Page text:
Updated! I was commenting on my last post that the replies of Ambassador designate to Venezuela, Larry Palmer, to Senator Lugar were rather interesting. In them, among other pearls, he discussed the lack of morale of the Venezuelan army, the Cuban influence, the inability of Chavez to make real his threat of cutting oil supply to Venezuela and other such. I read them as mild mannered since I am living at ground zero and thus all what Palmer said is true and in fact much worse than what his diplomatic language implied. But of course the reality to which I should have been more sensible is that no ambassador can ever express itself on internal matters of the country he is sent to, the more so that he has not set foot in that country yet.
Sure enough today Venezuela was duly upset and sent nothing less than the defense ministry to reply, proving indirectly that whatever Palmer said did hit bull's eye somewhere. The retort from State was that it shared the worries of Larry Palmer. Yeah, right, as if they were not the ones who coached him before the hearings..... You can read a tidbit in English here from CNN as the news obviously does not rate very high in the Google news page on US foreign policy.
Clearly here we have a significant political snafu or move. Or both....
One hypothesis is that the questions to Palmer were not supposed to be made public, at least not yet, not until he had reached Caracas. If we have a leak from the US Senate foreign committee then it might be due to the desire to downgrade at least for the time being the nature of the US representation to Caracas.
But then again State came to support Palmer without obvious strains between Lugar and State. Are we in front of a concerted policy to have Chavez reject Palmer as an ambassador to Venezuela forcing Obama to name another one, a process that would last at least until next year to confirm?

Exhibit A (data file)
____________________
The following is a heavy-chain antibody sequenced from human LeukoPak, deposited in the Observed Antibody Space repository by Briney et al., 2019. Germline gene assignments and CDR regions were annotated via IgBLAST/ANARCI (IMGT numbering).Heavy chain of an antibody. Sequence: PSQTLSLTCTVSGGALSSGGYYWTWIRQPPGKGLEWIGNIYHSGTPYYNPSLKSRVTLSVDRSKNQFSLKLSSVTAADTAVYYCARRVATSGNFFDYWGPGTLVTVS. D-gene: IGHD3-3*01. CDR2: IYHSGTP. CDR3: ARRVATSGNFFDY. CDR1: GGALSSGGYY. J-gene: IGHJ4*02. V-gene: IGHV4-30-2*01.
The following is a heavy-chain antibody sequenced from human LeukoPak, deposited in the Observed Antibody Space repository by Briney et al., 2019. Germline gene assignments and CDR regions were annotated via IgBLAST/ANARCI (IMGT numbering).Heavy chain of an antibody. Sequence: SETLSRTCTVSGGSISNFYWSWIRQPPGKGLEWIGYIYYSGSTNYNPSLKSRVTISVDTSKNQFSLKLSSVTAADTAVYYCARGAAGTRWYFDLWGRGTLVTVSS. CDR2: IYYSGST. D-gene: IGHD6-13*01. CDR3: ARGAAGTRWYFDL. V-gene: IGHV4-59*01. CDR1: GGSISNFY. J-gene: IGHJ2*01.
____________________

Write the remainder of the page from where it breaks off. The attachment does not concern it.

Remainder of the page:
I am not the fly on the wall to be able to tell you exactly what kind of game is being played right now between GOP and Dems, Senate and State, over what to do about Chavez, but I must admit that it would make sense for the US not to have an ambassador in Caracas for a while without needing to break relations with the US. Why do I say that you may ask?
First, the ludicrous but ever useful racial card. Larry Palmer is an African American, and a very dark one at that. With a US president and a US ambassador as African Americans that would put Chavez racial stupid games in check, the more so if he refuses to receive Palmer. I know, I know, we are in the XXI century but do not forget that Chavez has not quite left the XIX century yet, he does not think PC like we do and the State Department should not waste such an opportunity to annoy Chavez.
But another much more acceptable explanation is that simply the US is tired of being the convenient punching ball for Chavez insecurities and decided that no ambassador should be subjected to the torture of representing the US in today's Venezuela. By having Palmer talk too much, relations are not broken, information keeps flowing to the embassy since there is nothing that a good chargé d'affaires cannot manage. And in time of economic crisis you save the pay check of an ambassador that would be useless anyway as no high member of the Chavez administration would dare to talk to Palmer without the express order from Chavez himself. Thus the US is leaving to Chavez the option to receive an ambassador while taking the opportunity to tell the world how bad things are getting inside Venezuela and that they do not really care for an ambassador there. Twisted but more productive than what you may think because the humiliated party will not be Palmer who might be already be breathing easier while he is shelving his plans to pack his suitcases to Caracas. Chavez is the one that will be upset.
And NO, this does not mean that the US is planning an invasion to Venezuela and wants to protect his ambassador: the embassy is there, a huge one at that with plenty of US personnel processing hundreds and hundreds of visa petitions a week. I should know as I had to renew my visa recently and spent a total of 4 hours until I finally got to the interview windows, after maybe 300 people went ahead of me. Funny how a country whose president is always blaming the US for the evils of the world is still having huge lines of people trying to get in... At any rate, too many interests still in Venezuela, too many US citizens still here to even consider a bombing raid somewhere and thus a putative need to withdraw the ambassador before he is taken as hostage or something.
PS: sorry about the stupid pun of the title, I could not resist.
UPDATE: If you understand Spanish watch today's declaration by the minister of defense and observe how the poor guy thinks he is contradicting Palmer's words at the hearings when in fact he is almost confirming everything. A new landmark in pathetic chavistas. But dangerous with their guns anyway....